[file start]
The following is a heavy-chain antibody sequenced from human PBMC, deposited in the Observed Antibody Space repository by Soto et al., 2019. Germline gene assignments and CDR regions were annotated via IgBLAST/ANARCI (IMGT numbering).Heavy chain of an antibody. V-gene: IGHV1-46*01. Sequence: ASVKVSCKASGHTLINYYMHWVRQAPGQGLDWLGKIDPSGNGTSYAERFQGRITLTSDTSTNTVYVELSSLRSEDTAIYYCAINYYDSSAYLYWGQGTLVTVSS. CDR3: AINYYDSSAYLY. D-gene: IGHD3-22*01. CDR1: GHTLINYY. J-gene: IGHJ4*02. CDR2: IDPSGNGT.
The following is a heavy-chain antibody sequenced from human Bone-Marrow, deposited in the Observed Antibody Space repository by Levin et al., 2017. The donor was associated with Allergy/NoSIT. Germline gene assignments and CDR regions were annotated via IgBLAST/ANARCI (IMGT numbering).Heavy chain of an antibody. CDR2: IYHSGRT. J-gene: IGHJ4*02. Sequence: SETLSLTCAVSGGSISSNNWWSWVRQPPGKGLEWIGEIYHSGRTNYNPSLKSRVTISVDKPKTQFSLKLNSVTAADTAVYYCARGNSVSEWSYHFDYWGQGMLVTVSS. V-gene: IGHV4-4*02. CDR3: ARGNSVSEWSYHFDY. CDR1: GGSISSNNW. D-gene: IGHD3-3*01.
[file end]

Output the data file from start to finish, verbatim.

The following is a heavy-chain antibody sequenced from human PBMC, deposited in the Observed Antibody Space repository by Soto et al., 2019. Germline gene assignments and CDR regions were annotated via IgBLAST/ANARCI (IMGT numbering).Heavy chain of an antibody. V-gene: IGHV1-46*01. Sequence: ASVKVSCKASGHTLINYYMHWVRQAPGQGLDWLGKIDPSGNGTSYAERFQGRITLTSDTSTNTVYVELSSLRSEDTAIYYCAINYYDSSAYLYWGQGTLVTVSS. CDR3: AINYYDSSAYLY. D-gene: IGHD3-22*01. CDR1: GHTLINYY. J-gene: IGHJ4*02. CDR2: IDPSGNGT.
The following is a heavy-chain antibody sequenced from human Bone-Marrow, deposited in the Observed Antibody Space repository by Levin et al., 2017. The donor was associated with Allergy/NoSIT. Germline gene assignments and CDR regions were annotated via IgBLAST/ANARCI (IMGT numbering).Heavy chain of an antibody. CDR2: IYHSGRT. J-gene: IGHJ4*02. Sequence: SETLSLTCAVSGGSISSNNWWSWVRQPPGKGLEWIGEIYHSGRTNYNPSLKSRVTISVDKPKTQFSLKLNSVTAADTAVYYCARGNSVSEWSYHFDYWGQGMLVTVSS. V-gene: IGHV4-4*02. CDR3: ARGNSVSEWSYHFDY. CDR1: GGSISSNNW. D-gene: IGHD3-3*01.